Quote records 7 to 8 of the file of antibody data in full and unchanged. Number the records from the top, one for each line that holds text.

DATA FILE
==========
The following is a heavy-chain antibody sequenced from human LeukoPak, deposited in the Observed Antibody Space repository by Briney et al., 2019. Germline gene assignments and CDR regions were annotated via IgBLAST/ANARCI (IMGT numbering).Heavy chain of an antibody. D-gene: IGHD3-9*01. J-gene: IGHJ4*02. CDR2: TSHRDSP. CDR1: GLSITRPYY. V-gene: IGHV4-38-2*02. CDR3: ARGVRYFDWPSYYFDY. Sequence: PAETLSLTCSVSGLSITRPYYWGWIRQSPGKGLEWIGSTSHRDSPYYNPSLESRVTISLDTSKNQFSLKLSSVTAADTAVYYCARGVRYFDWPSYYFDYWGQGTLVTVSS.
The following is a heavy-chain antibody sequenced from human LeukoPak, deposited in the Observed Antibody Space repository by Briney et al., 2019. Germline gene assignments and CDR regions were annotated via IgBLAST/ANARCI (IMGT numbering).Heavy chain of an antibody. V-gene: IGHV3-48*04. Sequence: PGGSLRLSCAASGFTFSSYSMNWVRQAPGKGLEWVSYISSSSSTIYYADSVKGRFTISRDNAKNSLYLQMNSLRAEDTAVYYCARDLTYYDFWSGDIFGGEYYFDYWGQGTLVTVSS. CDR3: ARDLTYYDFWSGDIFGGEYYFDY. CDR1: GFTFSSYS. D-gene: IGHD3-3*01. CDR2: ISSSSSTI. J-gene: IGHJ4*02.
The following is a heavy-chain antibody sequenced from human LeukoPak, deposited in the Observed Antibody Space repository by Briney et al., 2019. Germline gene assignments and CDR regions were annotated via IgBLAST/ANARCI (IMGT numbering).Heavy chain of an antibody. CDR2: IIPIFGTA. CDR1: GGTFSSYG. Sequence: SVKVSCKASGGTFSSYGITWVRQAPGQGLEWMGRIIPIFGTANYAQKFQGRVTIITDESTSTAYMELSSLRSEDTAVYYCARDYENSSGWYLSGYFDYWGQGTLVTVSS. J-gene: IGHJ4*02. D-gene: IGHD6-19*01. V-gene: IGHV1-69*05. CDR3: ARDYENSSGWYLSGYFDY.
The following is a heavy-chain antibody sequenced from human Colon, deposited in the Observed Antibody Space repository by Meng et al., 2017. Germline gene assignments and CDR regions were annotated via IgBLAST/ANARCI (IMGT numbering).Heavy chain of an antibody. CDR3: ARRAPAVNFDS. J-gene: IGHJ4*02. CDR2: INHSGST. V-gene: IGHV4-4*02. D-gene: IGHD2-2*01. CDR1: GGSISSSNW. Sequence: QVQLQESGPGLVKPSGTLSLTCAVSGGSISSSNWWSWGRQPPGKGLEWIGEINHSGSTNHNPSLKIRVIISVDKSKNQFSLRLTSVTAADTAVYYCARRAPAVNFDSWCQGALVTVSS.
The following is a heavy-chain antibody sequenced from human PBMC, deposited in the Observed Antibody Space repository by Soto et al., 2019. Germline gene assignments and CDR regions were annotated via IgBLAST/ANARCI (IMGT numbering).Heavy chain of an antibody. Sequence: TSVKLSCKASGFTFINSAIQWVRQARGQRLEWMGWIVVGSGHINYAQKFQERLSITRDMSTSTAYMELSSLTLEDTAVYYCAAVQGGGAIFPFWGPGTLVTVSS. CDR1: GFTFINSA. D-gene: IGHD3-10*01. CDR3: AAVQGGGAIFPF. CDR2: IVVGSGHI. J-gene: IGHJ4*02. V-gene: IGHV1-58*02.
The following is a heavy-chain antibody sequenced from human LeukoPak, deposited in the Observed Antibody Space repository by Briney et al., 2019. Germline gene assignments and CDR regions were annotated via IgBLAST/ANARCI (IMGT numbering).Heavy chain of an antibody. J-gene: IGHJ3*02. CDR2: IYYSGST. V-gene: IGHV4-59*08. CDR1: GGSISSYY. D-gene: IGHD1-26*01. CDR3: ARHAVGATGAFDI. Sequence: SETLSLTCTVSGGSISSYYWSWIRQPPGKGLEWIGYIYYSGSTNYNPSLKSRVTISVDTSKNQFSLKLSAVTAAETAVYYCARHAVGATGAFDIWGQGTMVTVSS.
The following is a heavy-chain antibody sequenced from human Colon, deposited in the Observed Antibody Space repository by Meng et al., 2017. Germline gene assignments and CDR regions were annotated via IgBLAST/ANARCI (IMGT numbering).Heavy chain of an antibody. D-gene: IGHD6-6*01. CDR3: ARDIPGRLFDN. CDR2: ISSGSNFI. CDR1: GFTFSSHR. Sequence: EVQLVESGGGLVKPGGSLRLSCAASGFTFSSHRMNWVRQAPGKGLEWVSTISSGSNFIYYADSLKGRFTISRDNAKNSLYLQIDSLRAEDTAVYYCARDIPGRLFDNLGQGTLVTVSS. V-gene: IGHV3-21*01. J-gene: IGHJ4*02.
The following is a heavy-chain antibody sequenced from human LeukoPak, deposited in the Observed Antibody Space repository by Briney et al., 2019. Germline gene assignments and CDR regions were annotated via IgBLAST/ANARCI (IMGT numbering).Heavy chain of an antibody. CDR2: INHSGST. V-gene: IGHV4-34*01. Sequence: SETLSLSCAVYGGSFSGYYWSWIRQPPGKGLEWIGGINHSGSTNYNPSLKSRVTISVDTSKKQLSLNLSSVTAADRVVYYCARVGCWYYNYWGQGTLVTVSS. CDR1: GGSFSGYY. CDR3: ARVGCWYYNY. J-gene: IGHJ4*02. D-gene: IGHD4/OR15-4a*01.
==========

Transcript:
The following is a heavy-chain antibody sequenced from human Colon, deposited in the Observed Antibody Space repository by Meng et al., 2017. Germline gene assignments and CDR regions were annotated via IgBLAST/ANARCI (IMGT numbering).Heavy chain of an antibody. D-gene: IGHD6-6*01. CDR3: ARDIPGRLFDN. CDR2: ISSGSNFI. CDR1: GFTFSSHR. Sequence: EVQLVESGGGLVKPGGSLRLSCAASGFTFSSHRMNWVRQAPGKGLEWVSTISSGSNFIYYADSLKGRFTISRDNAKNSLYLQIDSLRAEDTAVYYCARDIPGRLFDNLGQGTLVTVSS. V-gene: IGHV3-21*01. J-gene: IGHJ4*02.
The following is a heavy-chain antibody sequenced from human LeukoPak, deposited in the Observed Antibody Space repository by Briney et al., 2019. Germline gene assignments and CDR regions were annotated via IgBLAST/ANARCI (IMGT numbering).Heavy chain of an antibody. CDR2: INHSGST. V-gene: IGHV4-34*01. Sequence: SETLSLSCAVYGGSFSGYYWSWIRQPPGKGLEWIGGINHSGSTNYNPSLKSRVTISVDTSKKQLSLNLSSVTAADRVVYYCARVGCWYYNYWGQGTLVTVSS. CDR1: GGSFSGYY. CDR3: ARVGCWYYNY. J-gene: IGHJ4*02. D-gene: IGHD4/OR15-4a*01.